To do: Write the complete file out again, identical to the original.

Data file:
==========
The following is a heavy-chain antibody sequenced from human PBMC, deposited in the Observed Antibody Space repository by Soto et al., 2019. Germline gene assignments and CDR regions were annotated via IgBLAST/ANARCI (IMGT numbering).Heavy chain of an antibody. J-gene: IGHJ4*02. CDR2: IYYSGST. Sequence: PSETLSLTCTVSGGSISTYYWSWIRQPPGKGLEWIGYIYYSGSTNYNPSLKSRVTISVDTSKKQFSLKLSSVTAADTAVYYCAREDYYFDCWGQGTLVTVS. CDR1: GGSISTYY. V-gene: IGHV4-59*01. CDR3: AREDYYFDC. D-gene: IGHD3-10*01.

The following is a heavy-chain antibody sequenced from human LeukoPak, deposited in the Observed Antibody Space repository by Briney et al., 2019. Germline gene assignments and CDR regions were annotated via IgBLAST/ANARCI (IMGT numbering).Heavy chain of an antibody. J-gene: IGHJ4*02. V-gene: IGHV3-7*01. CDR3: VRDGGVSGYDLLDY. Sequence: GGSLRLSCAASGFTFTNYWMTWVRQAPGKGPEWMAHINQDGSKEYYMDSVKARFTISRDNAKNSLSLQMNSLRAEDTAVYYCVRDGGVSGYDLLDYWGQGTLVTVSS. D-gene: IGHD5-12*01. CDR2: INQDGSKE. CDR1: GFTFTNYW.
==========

The following is a heavy-chain antibody sequenced from human PBMC, deposited in the Observed Antibody Space repository by Soto et al., 2019. Germline gene assignments and CDR regions were annotated via IgBLAST/ANARCI (IMGT numbering).Heavy chain of an antibody. J-gene: IGHJ4*02. CDR2: IYYSGST. Sequence: PSETLSLTCTVSGGSISTYYWSWIRQPPGKGLEWIGYIYYSGSTNYNPSLKSRVTISVDTSKKQFSLKLSSVTAADTAVYYCAREDYYFDCWGQGTLVTVS. CDR1: GGSISTYY. V-gene: IGHV4-59*01. CDR3: AREDYYFDC. D-gene: IGHD3-10*01.

The following is a heavy-chain antibody sequenced from human LeukoPak, deposited in the Observed Antibody Space repository by Briney et al., 2019. Germline gene assignments and CDR regions were annotated via IgBLAST/ANARCI (IMGT numbering).Heavy chain of an antibody. J-gene: IGHJ4*02. V-gene: IGHV3-7*01. CDR3: VRDGGVSGYDLLDY. Sequence: GGSLRLSCAASGFTFTNYWMTWVRQAPGKGPEWMAHINQDGSKEYYMDSVKARFTISRDNAKNSLSLQMNSLRAEDTAVYYCVRDGGVSGYDLLDYWGQGTLVTVSS. D-gene: IGHD5-12*01. CDR2: INQDGSKE. CDR1: GFTFTNYW.